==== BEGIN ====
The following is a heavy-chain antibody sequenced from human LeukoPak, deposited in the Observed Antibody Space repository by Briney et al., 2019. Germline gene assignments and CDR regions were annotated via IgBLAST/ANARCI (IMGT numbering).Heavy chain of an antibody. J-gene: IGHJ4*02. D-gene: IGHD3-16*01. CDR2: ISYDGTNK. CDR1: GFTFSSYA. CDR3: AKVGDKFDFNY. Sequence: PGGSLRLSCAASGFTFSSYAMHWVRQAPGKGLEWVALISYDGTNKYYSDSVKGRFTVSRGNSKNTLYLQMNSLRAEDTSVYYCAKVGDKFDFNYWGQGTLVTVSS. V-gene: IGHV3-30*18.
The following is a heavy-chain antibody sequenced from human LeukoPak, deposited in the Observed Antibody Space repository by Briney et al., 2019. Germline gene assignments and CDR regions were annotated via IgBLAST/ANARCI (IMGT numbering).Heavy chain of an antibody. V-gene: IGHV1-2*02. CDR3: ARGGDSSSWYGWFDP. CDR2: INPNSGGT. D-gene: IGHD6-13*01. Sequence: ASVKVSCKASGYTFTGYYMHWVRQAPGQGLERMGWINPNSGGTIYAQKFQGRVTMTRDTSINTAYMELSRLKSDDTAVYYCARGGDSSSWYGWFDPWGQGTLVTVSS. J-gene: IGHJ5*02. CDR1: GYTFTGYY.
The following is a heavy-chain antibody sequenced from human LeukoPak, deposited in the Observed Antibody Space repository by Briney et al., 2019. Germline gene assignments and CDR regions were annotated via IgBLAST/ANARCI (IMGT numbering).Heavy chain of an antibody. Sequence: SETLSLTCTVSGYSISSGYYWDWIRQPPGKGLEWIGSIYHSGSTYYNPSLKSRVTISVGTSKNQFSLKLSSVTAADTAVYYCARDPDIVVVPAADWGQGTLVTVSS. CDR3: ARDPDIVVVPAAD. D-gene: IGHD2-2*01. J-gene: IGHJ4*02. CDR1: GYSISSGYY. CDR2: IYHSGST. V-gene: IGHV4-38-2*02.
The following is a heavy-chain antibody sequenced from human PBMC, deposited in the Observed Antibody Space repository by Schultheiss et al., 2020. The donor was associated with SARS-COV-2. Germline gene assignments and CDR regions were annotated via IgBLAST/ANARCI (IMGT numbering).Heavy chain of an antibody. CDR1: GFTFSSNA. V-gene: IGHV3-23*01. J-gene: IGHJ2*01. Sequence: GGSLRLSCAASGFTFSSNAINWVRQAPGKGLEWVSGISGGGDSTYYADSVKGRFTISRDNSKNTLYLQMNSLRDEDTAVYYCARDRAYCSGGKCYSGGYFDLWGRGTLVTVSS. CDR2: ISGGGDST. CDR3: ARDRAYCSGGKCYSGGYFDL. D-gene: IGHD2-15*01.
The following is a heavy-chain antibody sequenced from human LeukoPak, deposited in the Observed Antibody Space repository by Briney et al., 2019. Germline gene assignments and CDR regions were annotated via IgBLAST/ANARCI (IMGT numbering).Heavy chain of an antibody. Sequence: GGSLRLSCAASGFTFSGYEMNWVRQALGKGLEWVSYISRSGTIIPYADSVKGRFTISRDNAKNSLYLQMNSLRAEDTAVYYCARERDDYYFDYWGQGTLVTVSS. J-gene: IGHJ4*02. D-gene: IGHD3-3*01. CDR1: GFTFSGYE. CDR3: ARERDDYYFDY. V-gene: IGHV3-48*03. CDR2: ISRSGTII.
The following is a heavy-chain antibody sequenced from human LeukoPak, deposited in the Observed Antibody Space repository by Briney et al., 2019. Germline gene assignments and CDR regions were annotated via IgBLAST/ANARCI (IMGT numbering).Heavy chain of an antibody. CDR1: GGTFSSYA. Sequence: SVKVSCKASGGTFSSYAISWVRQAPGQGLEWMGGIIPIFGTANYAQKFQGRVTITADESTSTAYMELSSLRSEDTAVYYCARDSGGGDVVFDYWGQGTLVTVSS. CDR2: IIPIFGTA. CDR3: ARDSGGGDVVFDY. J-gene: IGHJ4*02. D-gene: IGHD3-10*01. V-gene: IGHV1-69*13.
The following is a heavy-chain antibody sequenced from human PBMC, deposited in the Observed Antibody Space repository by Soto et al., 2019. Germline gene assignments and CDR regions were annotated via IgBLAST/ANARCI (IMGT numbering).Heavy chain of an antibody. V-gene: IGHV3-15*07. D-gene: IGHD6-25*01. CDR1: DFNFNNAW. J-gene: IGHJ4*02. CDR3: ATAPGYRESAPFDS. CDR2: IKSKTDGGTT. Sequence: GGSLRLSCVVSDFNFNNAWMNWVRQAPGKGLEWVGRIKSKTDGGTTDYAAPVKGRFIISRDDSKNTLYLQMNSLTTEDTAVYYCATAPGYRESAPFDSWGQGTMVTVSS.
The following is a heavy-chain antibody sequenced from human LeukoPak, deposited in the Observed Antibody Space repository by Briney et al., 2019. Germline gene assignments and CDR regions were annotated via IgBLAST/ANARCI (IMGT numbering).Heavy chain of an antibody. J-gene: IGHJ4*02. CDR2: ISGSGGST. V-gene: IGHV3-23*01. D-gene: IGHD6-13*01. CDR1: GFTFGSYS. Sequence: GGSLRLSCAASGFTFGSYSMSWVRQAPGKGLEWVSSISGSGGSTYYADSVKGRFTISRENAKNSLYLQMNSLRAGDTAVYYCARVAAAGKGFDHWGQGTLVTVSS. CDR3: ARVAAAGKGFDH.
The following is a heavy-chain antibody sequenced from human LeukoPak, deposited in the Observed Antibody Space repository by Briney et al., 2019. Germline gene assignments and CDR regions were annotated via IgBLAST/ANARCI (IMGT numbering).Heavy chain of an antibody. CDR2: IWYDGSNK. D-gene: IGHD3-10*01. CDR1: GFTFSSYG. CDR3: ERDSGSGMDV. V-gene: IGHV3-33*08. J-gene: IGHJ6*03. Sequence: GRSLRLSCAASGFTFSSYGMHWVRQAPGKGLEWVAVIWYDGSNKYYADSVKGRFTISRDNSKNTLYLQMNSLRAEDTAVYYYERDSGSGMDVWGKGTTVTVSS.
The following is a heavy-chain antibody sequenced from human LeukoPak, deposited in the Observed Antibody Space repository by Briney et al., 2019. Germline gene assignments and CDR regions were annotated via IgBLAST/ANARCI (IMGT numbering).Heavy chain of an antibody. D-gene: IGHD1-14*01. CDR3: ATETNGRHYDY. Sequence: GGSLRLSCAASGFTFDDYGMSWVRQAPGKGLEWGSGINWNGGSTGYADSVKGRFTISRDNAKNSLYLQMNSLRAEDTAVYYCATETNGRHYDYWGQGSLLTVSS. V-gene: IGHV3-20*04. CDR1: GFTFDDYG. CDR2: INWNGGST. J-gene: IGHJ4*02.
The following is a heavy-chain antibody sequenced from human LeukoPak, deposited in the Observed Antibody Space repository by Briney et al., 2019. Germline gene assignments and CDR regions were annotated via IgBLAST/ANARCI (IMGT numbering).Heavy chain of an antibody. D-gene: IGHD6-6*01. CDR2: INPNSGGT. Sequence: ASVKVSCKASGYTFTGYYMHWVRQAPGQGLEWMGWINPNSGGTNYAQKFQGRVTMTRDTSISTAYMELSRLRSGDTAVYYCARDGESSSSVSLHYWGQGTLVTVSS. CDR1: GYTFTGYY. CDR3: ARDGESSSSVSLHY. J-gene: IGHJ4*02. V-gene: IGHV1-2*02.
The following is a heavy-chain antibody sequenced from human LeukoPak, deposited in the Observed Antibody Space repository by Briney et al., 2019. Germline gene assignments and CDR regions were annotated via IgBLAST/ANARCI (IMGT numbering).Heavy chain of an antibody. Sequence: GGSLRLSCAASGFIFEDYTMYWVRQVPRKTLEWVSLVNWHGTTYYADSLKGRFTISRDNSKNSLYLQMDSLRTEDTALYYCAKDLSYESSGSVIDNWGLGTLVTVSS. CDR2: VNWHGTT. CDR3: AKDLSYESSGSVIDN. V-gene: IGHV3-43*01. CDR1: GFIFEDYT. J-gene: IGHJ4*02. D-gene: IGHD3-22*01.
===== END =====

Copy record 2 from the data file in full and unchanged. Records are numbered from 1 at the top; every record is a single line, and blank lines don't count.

The following is a heavy-chain antibody sequenced from human LeukoPak, deposited in the Observed Antibody Space repository by Briney et al., 2019. Germline gene assignments and CDR regions were annotated via IgBLAST/ANARCI (IMGT numbering).Heavy chain of an antibody. V-gene: IGHV1-2*02. CDR3: ARGGDSSSWYGWFDP. CDR2: INPNSGGT. D-gene: IGHD6-13*01. Sequence: ASVKVSCKASGYTFTGYYMHWVRQAPGQGLERMGWINPNSGGTIYAQKFQGRVTMTRDTSINTAYMELSRLKSDDTAVYYCARGGDSSSWYGWFDPWGQGTLVTVSS. J-gene: IGHJ5*02. CDR1: GYTFTGYY.